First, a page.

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6 Conclusions and Recommendations The four preceding chapters describe in detail the great scientific progress that has occurred since 1991 on a broad range of astrophysical topics of interest to NASA. Among the many highlights, general-purpose instruments such as the Hubble Space Telescope (MST) and the Keck telescope have transformed astronomers' thinking about the distant universe and have provided remarkable evidence regarding the process of star formation in our own galaxy. The Cosmic Background Explorer (COBE) has provided stunning confirmation of the hot big bang cosmology, and it has found the long-sought primordial seeds of large-scale structure, providing a quantitative basis for theories of how structure evolved. The Compton Gamma-Ray Observatory (CGRO) has detected more than 1,000 gamma-ray burst events and has demonstrated that they are isotropically distributed on the sky, implying an origin outside the disk of our galaxy. The signature of massive planets in orbit around a number of nearby stars has been detected by ground-based spectroscopy. The evidence for the existence of black holes in several x-ray binary systems now is quite solid, and the existence of giant black holes in the centers of several galaxies is now established beyond any reasonable doubt. Astrophysics covers an enormous diversity of physical phenomena, but there is much cross-fertilization, and advances in one subfield are often crucial to advances in another. The existence of numerous important topics in astrophysics, ripe for further progress by judiciously selected NASA missions beyond those assumed in Chapter 1 (MST, CGRO, Advanced X-Ray Astrophysics Facility, Space Infrared Telescope Facility (SIRTF), Stratospheric Observatory for Infrared Astronomy (SOFIA), and Far-Ultraviolet Spectroscopic Explorer), presents extraordi- nary opportunities. The research activities identified in the concluding sections of Chapters 2 through 5 are the foundation on which TGSAA's overall recommended priorities for space astronomy and astrophysics are based. The priorities recommended in Chapters 2 through 5 (Box 6.1 J encompass highly diverse spatial, temporal, and energy scales, ranging from extrasolar planets to supermassive black holes, from the origin of the universe to its ultimate fate, and from submillimeter radiation emitted by forming stars to ultrahigh-energy cosmic rays of unknown origin. Some of the recommended priorities may be achieved with a limited series of observations, while others will require long-term, multifaceted observing programs. In setting its priorities, TGSAA made every effort to be realistic and to consider recent progress and the prospects for the requisite technology. After considerable productive discus- sion and debate, TGSAA was able to make a robust selection of a ranked list of scientific endeavors that are most compelling as the foci of NASA's mission planning over the next 5 to 10 years. 58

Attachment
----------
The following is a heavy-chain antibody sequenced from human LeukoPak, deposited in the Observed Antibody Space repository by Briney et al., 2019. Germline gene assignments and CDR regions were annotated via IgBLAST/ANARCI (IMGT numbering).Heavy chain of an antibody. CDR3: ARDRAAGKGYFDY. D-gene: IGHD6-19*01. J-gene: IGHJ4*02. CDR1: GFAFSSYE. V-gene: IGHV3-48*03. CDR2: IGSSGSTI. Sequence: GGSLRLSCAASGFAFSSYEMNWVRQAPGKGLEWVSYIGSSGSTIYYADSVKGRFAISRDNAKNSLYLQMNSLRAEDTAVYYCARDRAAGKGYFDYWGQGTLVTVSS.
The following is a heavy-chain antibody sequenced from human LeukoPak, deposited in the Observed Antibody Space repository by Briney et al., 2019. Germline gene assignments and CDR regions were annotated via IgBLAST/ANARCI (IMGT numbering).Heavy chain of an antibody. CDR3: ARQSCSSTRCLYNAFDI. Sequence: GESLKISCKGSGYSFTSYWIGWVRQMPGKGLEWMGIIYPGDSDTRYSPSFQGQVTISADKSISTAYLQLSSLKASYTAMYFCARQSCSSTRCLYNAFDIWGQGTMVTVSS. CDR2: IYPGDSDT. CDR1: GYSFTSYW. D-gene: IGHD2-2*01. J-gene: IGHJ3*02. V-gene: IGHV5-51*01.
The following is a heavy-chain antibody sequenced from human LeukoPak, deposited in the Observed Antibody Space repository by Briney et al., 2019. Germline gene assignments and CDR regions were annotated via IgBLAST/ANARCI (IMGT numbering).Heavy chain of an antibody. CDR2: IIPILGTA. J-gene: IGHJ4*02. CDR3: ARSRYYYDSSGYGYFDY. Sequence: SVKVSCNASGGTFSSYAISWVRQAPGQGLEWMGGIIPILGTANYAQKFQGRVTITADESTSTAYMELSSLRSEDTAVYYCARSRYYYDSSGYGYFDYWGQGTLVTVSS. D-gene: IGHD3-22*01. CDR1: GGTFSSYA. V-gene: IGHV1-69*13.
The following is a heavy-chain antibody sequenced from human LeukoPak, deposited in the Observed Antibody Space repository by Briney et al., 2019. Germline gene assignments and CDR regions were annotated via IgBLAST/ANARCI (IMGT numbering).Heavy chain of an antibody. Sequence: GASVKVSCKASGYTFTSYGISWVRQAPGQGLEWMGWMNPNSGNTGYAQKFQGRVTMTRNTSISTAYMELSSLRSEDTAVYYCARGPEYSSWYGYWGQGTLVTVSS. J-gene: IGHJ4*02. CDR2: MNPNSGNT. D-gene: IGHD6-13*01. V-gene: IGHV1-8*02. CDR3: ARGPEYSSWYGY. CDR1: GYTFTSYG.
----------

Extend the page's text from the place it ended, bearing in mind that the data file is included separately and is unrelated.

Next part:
CONCLUSIONS AND RECOMMENDATIONS Box 6.1 Recommended Priority Research Activities Identified in Chapters 2 Through 5 Planets, Star Formation, and the Interstellar Medium · Obtain a census of planetary systems around enough stars (~1,000) so that the frequency, separa- tions, and masses of planets comparable to or larger than Uranus can be investigated for a range of types of stars and stellar systems. · Characterize the very earliest stages of star formation by observing the structure and dynamics of protostellar regions. · Determine the large-scale three-dimensional structure of the interstellar medium and the star-forma- tion regions within it. · Detect indirectly terrestrial-mass planets. · Perform ultraviolet spectroscopic studies of the connection between galactic disks and halos with a sensitivity significantly higher than that now provided by the Hubble Space Telescope. · Conduct near-infrared imaging and spectroscopic studies of young embedded star clusters. Stars and Stellar Evolution · Understand the origin and astrophysical manifestations of black holes. Study the behavior of maker at extremes of gravity, rotation, magnetic field, and energy density. Investigate fundamental issues concerning the origin of the elements. Improve understanding of stars as markers of the size and age of the universe. · Understand the effects of rotation and magnetic fields, and the effects of binary companions. Galaxies and Stellar Systems · Detail the processes at work in the high-redshift universe by conducting a census of the universe as it was 1 billion years after the big bang. · Link the high-redshift objects to their descendants by following the evolution to lower redshift, and undertake a detailed study of the underlying physical processes. · Understand the formation and evolution of supermassive black holes in the nuclei of galaxies, and elucidate the processes at work there. Cosmology and Fundamental Physics · Determine the geometry of the universe by measuring the anisotropy of the cosmic microwave back- ground radiation. · Test theories for the origin and evolution of structure in the universe. · Determine the amount, distribution, and nature of dark matter. · Test predictions of general relativity in the strong-gravity regime. · Investigate the nature of cosmic gamma-ray bursts and the origin of ultrahigh-energy cosmic rays. · Extend radio astronomy to ultralow frequencies. The scientific rationale for TGSAA's leading four recommended priorities is as follows: 59 1. Determination of the geometry and content of the universe by measurement of the fine-scale anisot- ropy of the cosmic microwave background radiation. The establishment of the hot big bang cosmology is, as explained in Chapter 5, one of the great scientific achievements of the twentieth century. The 80-year-old goal of